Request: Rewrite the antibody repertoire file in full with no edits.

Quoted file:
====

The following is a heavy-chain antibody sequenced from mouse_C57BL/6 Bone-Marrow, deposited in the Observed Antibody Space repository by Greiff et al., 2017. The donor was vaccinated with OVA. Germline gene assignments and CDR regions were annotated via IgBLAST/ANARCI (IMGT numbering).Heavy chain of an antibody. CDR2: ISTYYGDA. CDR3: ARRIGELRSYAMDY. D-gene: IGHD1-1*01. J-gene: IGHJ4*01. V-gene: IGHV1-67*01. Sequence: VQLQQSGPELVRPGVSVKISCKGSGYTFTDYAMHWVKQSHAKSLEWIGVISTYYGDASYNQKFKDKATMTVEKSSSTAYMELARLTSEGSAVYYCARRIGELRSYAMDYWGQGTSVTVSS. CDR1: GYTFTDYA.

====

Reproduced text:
The following is a heavy-chain antibody sequenced from mouse_C57BL/6 Bone-Marrow, deposited in the Observed Antibody Space repository by Greiff et al., 2017. The donor was vaccinated with OVA. Germline gene assignments and CDR regions were annotated via IgBLAST/ANARCI (IMGT numbering).Heavy chain of an antibody. CDR2: ISTYYGDA. CDR3: ARRIGELRSYAMDY. D-gene: IGHD1-1*01. J-gene: IGHJ4*01. V-gene: IGHV1-67*01. Sequence: VQLQQSGPELVRPGVSVKISCKGSGYTFTDYAMHWVKQSHAKSLEWIGVISTYYGDASYNQKFKDKATMTVEKSSSTAYMELARLTSEGSAVYYCARRIGELRSYAMDYWGQGTSVTVSS. CDR1: GYTFTDYA.